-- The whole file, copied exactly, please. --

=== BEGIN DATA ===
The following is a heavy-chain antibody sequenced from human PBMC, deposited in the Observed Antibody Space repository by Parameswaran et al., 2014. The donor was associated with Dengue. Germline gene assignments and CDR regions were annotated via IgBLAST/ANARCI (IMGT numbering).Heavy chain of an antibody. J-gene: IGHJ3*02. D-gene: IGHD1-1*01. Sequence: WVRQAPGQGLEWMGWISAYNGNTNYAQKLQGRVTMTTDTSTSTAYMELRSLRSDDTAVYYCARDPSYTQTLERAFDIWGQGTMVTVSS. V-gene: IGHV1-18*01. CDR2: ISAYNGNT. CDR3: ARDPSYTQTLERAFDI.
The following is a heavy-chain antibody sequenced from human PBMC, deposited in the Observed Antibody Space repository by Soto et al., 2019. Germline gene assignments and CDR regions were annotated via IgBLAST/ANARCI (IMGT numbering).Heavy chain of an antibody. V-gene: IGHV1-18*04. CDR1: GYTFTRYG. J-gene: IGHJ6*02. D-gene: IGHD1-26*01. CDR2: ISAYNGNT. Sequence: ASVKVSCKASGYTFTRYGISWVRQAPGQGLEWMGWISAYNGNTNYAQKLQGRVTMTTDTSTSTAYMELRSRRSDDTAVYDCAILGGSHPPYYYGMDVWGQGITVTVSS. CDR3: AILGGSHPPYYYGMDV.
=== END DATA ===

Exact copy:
The following is a heavy-chain antibody sequenced from human PBMC, deposited in the Observed Antibody Space repository by Parameswaran et al., 2014. The donor was associated with Dengue. Germline gene assignments and CDR regions were annotated via IgBLAST/ANARCI (IMGT numbering).Heavy chain of an antibody. J-gene: IGHJ3*02. D-gene: IGHD1-1*01. Sequence: WVRQAPGQGLEWMGWISAYNGNTNYAQKLQGRVTMTTDTSTSTAYMELRSLRSDDTAVYYCARDPSYTQTLERAFDIWGQGTMVTVSS. V-gene: IGHV1-18*01. CDR2: ISAYNGNT. CDR3: ARDPSYTQTLERAFDI.
The following is a heavy-chain antibody sequenced from human PBMC, deposited in the Observed Antibody Space repository by Soto et al., 2019. Germline gene assignments and CDR regions were annotated via IgBLAST/ANARCI (IMGT numbering).Heavy chain of an antibody. V-gene: IGHV1-18*04. CDR1: GYTFTRYG. J-gene: IGHJ6*02. D-gene: IGHD1-26*01. CDR2: ISAYNGNT. Sequence: ASVKVSCKASGYTFTRYGISWVRQAPGQGLEWMGWISAYNGNTNYAQKLQGRVTMTTDTSTSTAYMELRSRRSDDTAVYDCAILGGSHPPYYYGMDVWGQGITVTVSS. CDR3: AILGGSHPPYYYGMDV.